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Hacktivist 'Jester' Took Down LulzSec, Anonymous Sites

The Jester, or rather th3j35t3r, deems himself as a "hacktivist for good" and "obstructing the lines of communication for terrorists, sympathizers, fixers, facilitators, and other general bad guys." He also claims to be somewhere between 31 and 49 years of age and "an ex-soldier with a rather famous unit" that served two hours of duty as an airborne combat trooper in Afghanistan and other places.

As of late, the Jester has been on a mission to take down Anonymous and LulzSec. Monday he tweeted that the sites of both groups were knocked offline. There's even indication that he's gained access to their Twitter accounts.

"People talkin 2 @atopiary @lolspoon @anonymousabu R in fact talking 2 themselves," he tweeted. "Anyone tweeting from those accounts now is a standin."

"TANGOS DOWN - @lulzsec aka @atopiary + @lolspoon - having presented them their infos days ago - they decided they're no longer 'legion' #c2p," reads one tweet. " - TANGOS DOWN - @lulzsec @lolspoon and @atopiary," reads another.

" - TANGO DOWN - in cohoots," he tweeted. "Days ago I handed @atopiary @lulzsec @lolspoon their asses. Today hit."

One of The Jester's first public stunts involved a DoS attack against back in 2010. He said that the site was harming U.S. troops by releasing diplomatic cables and footage from Afghanistan. Originally The Jester began his vigilante hacker crusade by taking down Muslim web sites that he claimed were recruiting terrorists. He also attacked the website of the Westboro Baptist Church back in February who caught the media's attention by picketing outside the funerals of fallen soldiers and its public stance against gays and Jews.

" - TANGO DOWN," he tweeted after the attack. "Temporarily. For celebrating the death of US troops - honeypot fail btw."

The Jester reportedly doesn't use the typical distributed denial of attack to take down a website. Instead, he supposedly uses a custom tool he "created" called XerXes to perform a denial of service (DoS). Quietly attacking Muslim websites on his own, he didn't get entangled with Anonymous and LulzSec until they began to "pick a fight with him." The Jester warned LulzSec to back off – obviously that didn't happen.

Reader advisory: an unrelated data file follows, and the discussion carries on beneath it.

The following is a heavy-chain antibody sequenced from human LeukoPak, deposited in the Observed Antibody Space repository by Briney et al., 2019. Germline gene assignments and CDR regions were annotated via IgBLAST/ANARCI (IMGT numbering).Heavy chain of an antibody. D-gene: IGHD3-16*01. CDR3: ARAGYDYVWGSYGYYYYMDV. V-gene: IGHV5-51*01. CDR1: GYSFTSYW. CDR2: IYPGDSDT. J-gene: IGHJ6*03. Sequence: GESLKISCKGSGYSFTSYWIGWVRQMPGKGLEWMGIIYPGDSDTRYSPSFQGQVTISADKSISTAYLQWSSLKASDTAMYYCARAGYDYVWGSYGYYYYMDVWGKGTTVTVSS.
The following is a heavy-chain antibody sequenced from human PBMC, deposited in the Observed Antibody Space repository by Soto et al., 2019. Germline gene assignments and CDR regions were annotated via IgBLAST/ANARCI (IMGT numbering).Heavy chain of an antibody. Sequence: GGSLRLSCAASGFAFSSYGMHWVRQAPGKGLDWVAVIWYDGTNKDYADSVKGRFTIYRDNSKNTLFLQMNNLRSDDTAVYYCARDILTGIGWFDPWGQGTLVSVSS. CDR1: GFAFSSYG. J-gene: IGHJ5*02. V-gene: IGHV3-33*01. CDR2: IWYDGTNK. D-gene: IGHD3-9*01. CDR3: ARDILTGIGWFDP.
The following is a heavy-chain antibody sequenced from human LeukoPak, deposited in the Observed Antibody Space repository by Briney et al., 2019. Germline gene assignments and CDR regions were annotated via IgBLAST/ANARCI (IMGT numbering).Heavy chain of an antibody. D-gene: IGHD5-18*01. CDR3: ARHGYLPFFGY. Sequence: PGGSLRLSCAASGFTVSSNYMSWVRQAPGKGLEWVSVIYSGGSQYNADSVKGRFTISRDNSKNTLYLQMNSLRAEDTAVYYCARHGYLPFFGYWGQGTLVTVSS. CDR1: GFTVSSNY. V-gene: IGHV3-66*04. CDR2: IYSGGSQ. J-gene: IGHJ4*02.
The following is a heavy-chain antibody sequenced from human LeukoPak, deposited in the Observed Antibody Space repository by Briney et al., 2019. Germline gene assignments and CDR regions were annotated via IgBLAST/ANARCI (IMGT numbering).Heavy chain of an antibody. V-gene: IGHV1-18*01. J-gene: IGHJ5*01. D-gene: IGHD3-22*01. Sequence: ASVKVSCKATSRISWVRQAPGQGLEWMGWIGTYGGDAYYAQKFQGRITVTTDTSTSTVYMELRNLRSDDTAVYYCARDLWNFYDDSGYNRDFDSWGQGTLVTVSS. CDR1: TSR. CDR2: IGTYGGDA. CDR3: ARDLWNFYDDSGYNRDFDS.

Meanwhile, Anonymous and LulzSec are calling on web surfers to boycott PayPal. Mercedes Haefer, a 20-year-old journalism student at the university of Nevada, is one of around 14 Anonymous "suspects" accused of hacking into and launching denial of service attacks against PayPal last December. She could face up to 15 years imprisonment and a fine up to $500,000 USD.

As reported on Tuesday, the FBI conducted raids of suspected Anonymous members nationwide based on a list of IP addresses provided by PayPal – these are allegedly responsible for the most protest traffic during the DDoS attack last December. Anonymous and LulzSec deems the attack as a "historical activist movement" and part of "ethical, modern cyber operations."

"PayPal continues to withhold funds from WikiLeaks, a beacon of truth in these dark times," the public statement reads. "By simply standing up for ourselves and uniting the people, PayPal still sees it fit to wash its hands of any blame, and instead encourages and assists law enforcement to hunt down participants in the AntiSec movement."

"We encourage anyone using PayPal to immediately close their accounts and consider an alternative," they continue. "The first step to being truly free is not putting one's trust into a company that freezes accounts when it feels like, or when it is pressured by the U.S. government. PayPal's willingness to fold to legislation should be proof enough that they don't deserve the customers they get. They do not deserve your business, and they do not deserve your respect."

Obviously there are two sides to every story, and The Jester doesn't agree with their point of view. "ur buds, gone, ur site gone, ur followers making you look stupid," he tweeted.